Change may be the world’s only constant, but that doesn’t make accepting it easy.
The introduction of self-driving cars will completely redesign the world, making the impending technological takeover a prospect as exhilarating as it is frightening.
To better gauge which end of that emotional spectrum people are leaning toward when it comes to such a momentous shift, tech giant Intel conducted a study putting everyday citizens inside an autonomous vehicle. (A producer of the semiconductors integral to the advancement of self-driving cars, Intel has a huge stake in public opinion on driverless autos.)
And regardless of how plugged-in the world has become, the findings show at least one piece of age-old wisdom is still true: The scariest thing, to most people, is the unknown.
Participants were interviewed before, during, and after their autonomous trips, which began by summoning the vehicle through an app, to mimic a future world dominated by ridesharing.
But no matter how they felt about the technology before stepping into the car, each participant gave the robo-driver a happy endorsement at the end of the day. (The catch: only 10 people were brought in for the experiment—although Intel told Endgadget they plan on expanding the study.)
Regardless of the small sample size, however, the participants were in agreement about key aspects of the experience.
Knowledge is power, but too much of it was distracting for Intel’s riders. The company reported most participants asking for limited information on the car’s automated systems, saying too many alerts or communications would become bothersome in the future. Safety reminders, however, would continue to be helpful and reassuring, all agreed.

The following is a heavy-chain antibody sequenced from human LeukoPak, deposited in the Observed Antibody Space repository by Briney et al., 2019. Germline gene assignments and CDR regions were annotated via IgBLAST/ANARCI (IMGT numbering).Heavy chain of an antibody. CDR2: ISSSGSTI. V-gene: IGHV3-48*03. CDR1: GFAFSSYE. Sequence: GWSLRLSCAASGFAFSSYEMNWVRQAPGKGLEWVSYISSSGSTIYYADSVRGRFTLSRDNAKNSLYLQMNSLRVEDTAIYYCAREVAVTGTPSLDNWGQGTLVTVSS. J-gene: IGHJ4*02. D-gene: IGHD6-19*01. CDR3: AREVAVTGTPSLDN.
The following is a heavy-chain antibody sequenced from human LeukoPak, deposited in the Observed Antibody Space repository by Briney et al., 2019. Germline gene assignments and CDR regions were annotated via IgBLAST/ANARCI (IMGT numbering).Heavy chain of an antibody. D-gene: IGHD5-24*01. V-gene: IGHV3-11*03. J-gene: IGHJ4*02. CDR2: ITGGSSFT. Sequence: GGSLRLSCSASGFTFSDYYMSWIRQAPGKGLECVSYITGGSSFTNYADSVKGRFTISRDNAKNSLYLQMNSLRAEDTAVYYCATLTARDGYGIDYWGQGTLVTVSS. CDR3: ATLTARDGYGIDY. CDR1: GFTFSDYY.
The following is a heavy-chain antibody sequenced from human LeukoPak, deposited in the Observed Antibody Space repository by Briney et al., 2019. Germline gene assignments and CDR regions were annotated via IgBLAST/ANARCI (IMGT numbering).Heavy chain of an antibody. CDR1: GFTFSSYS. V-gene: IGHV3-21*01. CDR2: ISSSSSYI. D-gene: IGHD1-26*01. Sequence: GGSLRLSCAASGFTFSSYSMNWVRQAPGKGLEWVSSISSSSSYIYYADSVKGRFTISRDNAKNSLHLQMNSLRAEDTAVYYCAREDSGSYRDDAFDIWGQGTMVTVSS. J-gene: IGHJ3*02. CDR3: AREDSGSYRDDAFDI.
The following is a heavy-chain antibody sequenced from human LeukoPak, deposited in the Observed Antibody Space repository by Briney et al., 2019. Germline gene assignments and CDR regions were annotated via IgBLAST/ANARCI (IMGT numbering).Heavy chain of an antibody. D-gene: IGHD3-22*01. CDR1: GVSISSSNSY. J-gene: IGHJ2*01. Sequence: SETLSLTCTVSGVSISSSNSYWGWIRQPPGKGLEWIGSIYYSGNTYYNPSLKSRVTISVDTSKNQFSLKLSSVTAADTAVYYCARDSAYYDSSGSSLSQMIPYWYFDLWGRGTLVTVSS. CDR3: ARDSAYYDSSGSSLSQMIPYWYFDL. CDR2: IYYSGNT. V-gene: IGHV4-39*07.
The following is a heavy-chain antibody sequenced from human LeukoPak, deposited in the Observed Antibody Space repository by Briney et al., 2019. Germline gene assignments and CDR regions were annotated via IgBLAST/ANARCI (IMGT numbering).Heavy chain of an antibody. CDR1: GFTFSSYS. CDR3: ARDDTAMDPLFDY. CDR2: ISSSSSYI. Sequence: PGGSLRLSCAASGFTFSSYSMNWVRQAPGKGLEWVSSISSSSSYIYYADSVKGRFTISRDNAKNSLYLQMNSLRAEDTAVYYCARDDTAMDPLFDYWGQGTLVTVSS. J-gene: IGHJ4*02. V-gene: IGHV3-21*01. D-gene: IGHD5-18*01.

Similarly, most riders wanted to extend that blind trust to the vehicle’s controls. They told Intel that seeing the steering wheel turn on its own was unnerving, and said they’d rather not have a steering wheel at all. (In a happy coincidence for those participants, the design of the vehicles has been moving in a steering wheel-free direction for some time.)
Still, they said they enjoyed gaining control over other aspects of the ride, such as the ability to summon and unlock a vehicle through a mobile device, which Intel said helped offset the stress participants felt over not driving.
And while most participants listed the lack of accountability from an absentee driver as a concern, many said they would feel more comfortable with the idea of the cars transporting lone children, without the worry of a stranger behind the wheel.
Intel said it’s hopeful other anxieties could be cured by the technology, as well.
Those still worried about the vehicles hitting the streets at all, however, will just have to ride out their fear—perhaps in the back of a self-driving car.